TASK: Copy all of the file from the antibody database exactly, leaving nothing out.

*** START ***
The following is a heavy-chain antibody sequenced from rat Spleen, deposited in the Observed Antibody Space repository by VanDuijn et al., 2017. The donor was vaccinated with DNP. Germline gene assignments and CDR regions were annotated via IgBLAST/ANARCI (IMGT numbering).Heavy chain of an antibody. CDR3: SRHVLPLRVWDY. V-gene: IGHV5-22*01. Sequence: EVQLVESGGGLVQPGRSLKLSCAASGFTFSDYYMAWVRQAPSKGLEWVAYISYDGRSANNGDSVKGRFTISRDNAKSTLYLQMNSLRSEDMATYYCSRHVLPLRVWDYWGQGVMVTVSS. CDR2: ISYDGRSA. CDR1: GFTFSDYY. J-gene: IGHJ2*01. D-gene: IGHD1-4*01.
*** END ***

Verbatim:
The following is a heavy-chain antibody sequenced from rat Spleen, deposited in the Observed Antibody Space repository by VanDuijn et al., 2017. The donor was vaccinated with DNP. Germline gene assignments and CDR regions were annotated via IgBLAST/ANARCI (IMGT numbering).Heavy chain of an antibody. CDR3: SRHVLPLRVWDY. V-gene: IGHV5-22*01. Sequence: EVQLVESGGGLVQPGRSLKLSCAASGFTFSDYYMAWVRQAPSKGLEWVAYISYDGRSANNGDSVKGRFTISRDNAKSTLYLQMNSLRSEDMATYYCSRHVLPLRVWDYWGQGVMVTVSS. CDR2: ISYDGRSA. CDR1: GFTFSDYY. J-gene: IGHJ2*01. D-gene: IGHD1-4*01.